It’s my last fall semester at Hopkins, which is a bit surreal. It’s exciting, yet daunting because once this school year is over, I have to be a real adult.
In an attempt to cross over into the real adult world, like many others in their last year at school, I am applying to graduate programs and jobs. This process is immensely reflective, especially when you have to write several personal statements and cover letters, hoping that the descriptions of your strengths are enough to get you chosen to take part in adult world activities. As I weed my way through this arduous, repetitive and rejecting process into adulthood, I realize that this isn’t the adulthood I anticipated as a child. It may be the reality I learned to accept as I got older, but it’s not the vision I had as a child.
Most of us, as children, experienced the feeling of desperately wishing to become an adult sooner. To our younger selves, adults looked like they had more freedom to do whatever they pleased and had the authority to command those around them. Adults seemed “cool” and “powerful,” especially to five-year-olds who have to ask permission to watch television or eat chocolate. In short, I used to view becoming an adult as the ultimate fantasy.
But, strangely enough, as we approach adulthood, many of us want to regress back to childhood, feeling like being a child offers less responsibility and more freedom. We get hit in the face by a truckload of reality; responsibilities build up and we navigate a social world where we have to ask our boss for permission to take a break. Eventually, adults are left with no choice but to reminisce about their carefree childhood as the nostalgia sweeps in.
The internal dialogue I had with myself over this matter reminded me of a heated conversation I had with my mom about whether all humans are living the same lives, save for small tweaks in our professional and family lives. I had vehemently argued that those seemingly small tweaks make our lives different; my mom argued that our careers and families are merely jobs and people around us as we eat, sleep, wake up and work. At the end of the discussion, my mom and I agreed that it was a matter of perspective.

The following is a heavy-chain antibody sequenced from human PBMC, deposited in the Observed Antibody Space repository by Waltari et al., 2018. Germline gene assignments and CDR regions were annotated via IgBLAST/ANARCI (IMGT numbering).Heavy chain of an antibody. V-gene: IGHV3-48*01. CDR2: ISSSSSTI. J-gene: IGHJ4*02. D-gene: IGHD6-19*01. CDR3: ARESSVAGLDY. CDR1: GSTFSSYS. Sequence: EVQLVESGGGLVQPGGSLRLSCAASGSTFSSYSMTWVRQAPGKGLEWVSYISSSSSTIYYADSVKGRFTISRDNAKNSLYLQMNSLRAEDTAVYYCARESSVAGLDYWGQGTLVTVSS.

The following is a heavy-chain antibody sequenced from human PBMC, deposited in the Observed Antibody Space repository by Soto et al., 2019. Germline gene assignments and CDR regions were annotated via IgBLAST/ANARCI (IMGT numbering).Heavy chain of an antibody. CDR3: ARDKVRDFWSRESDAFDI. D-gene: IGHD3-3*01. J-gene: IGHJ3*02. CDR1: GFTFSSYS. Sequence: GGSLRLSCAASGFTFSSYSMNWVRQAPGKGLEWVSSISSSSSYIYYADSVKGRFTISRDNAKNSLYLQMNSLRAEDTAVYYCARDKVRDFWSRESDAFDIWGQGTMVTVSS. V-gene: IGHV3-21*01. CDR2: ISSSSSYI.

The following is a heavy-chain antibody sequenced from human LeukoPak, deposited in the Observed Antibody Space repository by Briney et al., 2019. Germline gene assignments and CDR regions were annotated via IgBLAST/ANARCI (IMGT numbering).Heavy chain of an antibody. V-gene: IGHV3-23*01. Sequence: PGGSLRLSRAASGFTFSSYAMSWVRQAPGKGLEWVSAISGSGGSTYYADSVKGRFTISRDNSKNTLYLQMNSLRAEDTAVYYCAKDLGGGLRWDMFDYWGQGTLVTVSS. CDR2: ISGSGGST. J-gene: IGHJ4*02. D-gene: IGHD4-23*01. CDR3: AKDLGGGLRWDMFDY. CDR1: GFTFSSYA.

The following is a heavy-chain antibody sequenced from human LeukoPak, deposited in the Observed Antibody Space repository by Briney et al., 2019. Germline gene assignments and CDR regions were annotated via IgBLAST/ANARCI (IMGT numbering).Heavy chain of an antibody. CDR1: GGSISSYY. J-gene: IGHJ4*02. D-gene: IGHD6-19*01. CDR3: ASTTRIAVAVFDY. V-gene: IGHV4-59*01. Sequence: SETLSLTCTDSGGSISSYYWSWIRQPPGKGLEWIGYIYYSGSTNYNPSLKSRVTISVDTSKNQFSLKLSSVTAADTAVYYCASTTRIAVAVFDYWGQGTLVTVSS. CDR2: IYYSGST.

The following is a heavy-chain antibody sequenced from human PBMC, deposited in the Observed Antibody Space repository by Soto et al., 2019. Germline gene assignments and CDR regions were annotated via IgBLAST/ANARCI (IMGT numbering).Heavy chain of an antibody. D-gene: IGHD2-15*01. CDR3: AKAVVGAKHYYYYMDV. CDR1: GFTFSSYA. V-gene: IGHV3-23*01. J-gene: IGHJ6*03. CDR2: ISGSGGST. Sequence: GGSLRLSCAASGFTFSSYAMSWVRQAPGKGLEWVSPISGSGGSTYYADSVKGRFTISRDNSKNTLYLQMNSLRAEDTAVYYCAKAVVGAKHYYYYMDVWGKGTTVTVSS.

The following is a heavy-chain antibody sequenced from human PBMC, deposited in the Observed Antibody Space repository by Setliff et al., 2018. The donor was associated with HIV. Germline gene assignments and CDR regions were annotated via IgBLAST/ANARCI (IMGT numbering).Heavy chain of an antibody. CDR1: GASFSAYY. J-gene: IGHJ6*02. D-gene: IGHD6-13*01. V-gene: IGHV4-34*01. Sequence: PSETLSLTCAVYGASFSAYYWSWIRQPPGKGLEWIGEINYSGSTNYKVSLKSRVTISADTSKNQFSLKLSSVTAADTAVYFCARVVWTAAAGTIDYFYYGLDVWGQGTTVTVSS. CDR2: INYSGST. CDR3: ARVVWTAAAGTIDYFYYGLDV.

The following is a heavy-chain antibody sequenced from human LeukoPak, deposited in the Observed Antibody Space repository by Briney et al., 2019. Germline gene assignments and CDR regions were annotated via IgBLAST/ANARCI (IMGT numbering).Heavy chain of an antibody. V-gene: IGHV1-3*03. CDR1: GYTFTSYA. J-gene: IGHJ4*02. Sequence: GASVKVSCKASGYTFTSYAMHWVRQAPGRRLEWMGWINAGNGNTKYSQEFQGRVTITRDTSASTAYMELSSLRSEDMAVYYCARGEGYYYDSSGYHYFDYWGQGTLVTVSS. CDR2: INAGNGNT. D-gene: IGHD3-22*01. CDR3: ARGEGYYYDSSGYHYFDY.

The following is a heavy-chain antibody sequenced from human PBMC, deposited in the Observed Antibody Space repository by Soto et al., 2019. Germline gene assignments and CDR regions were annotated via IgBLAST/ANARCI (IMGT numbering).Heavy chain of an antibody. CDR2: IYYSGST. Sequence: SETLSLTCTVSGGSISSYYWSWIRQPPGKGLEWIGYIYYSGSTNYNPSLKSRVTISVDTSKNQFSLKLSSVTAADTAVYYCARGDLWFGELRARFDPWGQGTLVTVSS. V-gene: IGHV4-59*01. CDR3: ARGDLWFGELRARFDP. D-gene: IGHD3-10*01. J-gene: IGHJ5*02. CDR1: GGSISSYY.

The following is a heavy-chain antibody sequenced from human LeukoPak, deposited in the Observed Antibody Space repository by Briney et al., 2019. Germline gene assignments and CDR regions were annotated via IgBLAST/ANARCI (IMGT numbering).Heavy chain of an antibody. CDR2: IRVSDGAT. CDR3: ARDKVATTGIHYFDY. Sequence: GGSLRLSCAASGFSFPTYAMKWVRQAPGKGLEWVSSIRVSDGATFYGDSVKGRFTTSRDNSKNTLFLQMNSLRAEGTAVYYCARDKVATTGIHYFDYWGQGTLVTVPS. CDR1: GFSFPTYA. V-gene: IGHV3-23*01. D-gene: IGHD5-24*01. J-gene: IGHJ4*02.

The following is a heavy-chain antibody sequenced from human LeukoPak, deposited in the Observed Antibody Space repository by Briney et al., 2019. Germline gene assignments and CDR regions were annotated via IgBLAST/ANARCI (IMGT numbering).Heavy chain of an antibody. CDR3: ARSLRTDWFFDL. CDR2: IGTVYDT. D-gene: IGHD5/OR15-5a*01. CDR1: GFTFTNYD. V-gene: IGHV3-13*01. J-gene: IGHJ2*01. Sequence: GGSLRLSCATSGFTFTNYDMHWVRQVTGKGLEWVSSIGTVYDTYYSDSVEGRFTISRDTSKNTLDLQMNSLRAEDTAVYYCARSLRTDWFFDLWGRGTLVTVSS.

The difference in how we view adulthood as a child and childhood as an adult is also a matter of perspective — children don’t see the responsibility that comes with adulthood and adults don’t remember the restrictions that come with childhood; each is attractive when viewed in a certain light.
As I navigate my way through the last year at Hopkins and into the adult world, I am humbled again at how it all still seems to be a matter of perspective. I continue to hope for the same things that I had hoped and wished for when I was younger. However, I view them differently, perhaps more cynically, now that I have lost the innocence of childhood and gained a more mature perspective. This type of transition into adulthood wasn’t what I had envisioned as a young child, but it’s still the adulthood that was bound to come and the one that I was waiting for.
Jamie Kim is a senior from N.J. studying Psychology. Her column explores her journey navigating through life and Hopkins as an introvert.